Shared IP addresses
The majority of the time, shared hosting plans from web hosting companies will host multiple websites on the same server. This frequently occurs with personal or small- and medium-sized enterprise (SME) websites, when traffic volume is controllable and site size is limited. This type of hosting will use shared IP addresses for websites.
Dedicated IP addresses
Some web hosting plans have the option to purchase a dedicated IP address (or addresses). This can make obtaining an SSL certificate easier and allows you to run your own File Transfer Protocol (FTP) server. This makes it easier to share and transfer files with multiple people within an organization and allow anonymous FTP sharing options. A dedicated IP address also allows you to access your website using the IP address alone rather than the domain name — useful if you want to build and test it before registering your domain.
How to look up IP addresses
The simplest way to check your router’s public IP address is to search “What is my IP address?” on Google. Google will show you the answer at the top of the page.
Other websites will show you the same information: they can see your public IP address because, by visiting the site, your router has made a request and therefore revealed the information. The site IPLocation goes further by showing the name of your ISP and your city.
Generally, you will only receive an approximation of location using this technique — where the provider is, but not the actual device location. If you are doing this, remember to log out of your VPN too. Obtaining the actual physical location address for the public IP address usually requires a search warrant to be submitted to the ISP.
Finding your private IP address varies by platform:
- Use the command prompt.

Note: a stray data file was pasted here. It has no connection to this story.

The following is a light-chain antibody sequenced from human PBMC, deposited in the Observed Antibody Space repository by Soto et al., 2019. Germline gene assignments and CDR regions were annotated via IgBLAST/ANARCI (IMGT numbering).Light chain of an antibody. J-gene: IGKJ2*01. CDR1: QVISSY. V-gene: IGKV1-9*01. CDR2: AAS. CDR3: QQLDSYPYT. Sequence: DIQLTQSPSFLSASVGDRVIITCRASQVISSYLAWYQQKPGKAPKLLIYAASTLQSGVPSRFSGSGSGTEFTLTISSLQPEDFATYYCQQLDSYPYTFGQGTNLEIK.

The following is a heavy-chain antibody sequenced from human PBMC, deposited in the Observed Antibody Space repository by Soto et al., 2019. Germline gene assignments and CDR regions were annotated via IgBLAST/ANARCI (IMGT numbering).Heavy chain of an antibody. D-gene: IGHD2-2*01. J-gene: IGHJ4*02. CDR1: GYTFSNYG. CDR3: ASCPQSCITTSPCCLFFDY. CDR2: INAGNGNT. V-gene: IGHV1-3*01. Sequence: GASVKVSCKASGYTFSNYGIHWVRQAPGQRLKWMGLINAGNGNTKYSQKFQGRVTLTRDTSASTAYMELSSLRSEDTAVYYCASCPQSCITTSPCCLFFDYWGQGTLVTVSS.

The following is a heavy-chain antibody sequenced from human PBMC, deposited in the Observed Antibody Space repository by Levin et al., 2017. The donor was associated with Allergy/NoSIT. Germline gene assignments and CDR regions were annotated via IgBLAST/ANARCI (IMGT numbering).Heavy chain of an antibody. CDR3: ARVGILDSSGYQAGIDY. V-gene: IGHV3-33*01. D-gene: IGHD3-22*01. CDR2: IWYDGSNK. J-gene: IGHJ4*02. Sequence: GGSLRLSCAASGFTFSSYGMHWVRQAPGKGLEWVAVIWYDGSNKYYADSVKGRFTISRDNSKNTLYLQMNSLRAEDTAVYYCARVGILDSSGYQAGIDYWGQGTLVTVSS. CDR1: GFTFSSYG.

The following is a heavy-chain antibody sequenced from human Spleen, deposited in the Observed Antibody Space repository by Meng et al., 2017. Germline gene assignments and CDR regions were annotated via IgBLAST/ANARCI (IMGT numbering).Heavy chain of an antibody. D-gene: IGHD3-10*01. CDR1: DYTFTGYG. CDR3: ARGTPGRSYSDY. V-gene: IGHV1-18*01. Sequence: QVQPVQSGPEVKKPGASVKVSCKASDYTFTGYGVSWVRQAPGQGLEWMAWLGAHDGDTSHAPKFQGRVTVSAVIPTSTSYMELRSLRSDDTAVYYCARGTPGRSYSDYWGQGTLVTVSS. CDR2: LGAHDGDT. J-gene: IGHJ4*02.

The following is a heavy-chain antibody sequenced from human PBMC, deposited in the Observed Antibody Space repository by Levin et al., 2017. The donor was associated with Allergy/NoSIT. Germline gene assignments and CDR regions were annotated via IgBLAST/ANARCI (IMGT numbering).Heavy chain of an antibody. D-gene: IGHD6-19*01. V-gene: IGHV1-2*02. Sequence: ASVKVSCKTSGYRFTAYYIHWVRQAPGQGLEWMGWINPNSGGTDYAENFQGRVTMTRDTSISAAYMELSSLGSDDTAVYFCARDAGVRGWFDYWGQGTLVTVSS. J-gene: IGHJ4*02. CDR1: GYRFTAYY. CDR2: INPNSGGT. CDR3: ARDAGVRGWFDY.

- Search for “cmd” (without the quotes) using Windows search
- In the resulting pop-up box, type “ipconfig” (no quote marks) to find the information.
On a Mac:
- Go to System Preferences
- Select network – and the information should be visible.
On an iPhone:
- Go to Settings
- Select Wi-Fi and click the “i” in a circle () next to the network you are on – the IP address should be visible under the DHCP tab.
Go inside the router to verify the IP addresses of any networked devices if necessary. Depending on the router’s brand and software, there are different ways to access it. In most cases, you should be able to access the router by entering its gateway IP address into a web browser connected to the same network. You must then go to a page called “attached devices,” which ought to show a list of all the devices that are currently or recently connected to the network, along with their IP addresses.
IP address security threats
Cybercriminals can use various techniques to obtain your IP address. Two of the most common are social engineering and online stalking.
Attackers may trick you into disclosing your IP address via social engineering. They can locate you, for instance, by using Skype or a comparable instant messaging program that communicates using IP addresses. It’s crucial to be aware that if you use these applications to talk with strangers, they can see your IP address. Attackers can access the Skype Resolver tool and use your username to obtain your IP address.